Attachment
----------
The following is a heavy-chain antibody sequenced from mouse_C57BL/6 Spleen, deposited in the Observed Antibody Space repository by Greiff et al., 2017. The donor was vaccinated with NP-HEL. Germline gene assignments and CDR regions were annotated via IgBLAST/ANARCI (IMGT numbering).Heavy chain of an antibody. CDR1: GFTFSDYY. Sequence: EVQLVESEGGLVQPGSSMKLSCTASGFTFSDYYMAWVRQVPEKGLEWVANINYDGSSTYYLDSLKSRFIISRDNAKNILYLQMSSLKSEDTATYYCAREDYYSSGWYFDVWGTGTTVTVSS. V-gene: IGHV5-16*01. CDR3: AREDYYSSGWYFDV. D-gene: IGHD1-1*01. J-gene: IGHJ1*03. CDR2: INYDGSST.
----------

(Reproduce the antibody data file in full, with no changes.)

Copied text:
The following is a heavy-chain antibody sequenced from mouse_C57BL/6 Spleen, deposited in the Observed Antibody Space repository by Greiff et al., 2017. The donor was vaccinated with NP-HEL. Germline gene assignments and CDR regions were annotated via IgBLAST/ANARCI (IMGT numbering).Heavy chain of an antibody. CDR1: GFTFSDYY. Sequence: EVQLVESEGGLVQPGSSMKLSCTASGFTFSDYYMAWVRQVPEKGLEWVANINYDGSSTYYLDSLKSRFIISRDNAKNILYLQMSSLKSEDTATYYCAREDYYSSGWYFDVWGTGTTVTVSS. V-gene: IGHV5-16*01. CDR3: AREDYYSSGWYFDV. D-gene: IGHD1-1*01. J-gene: IGHJ1*03. CDR2: INYDGSST.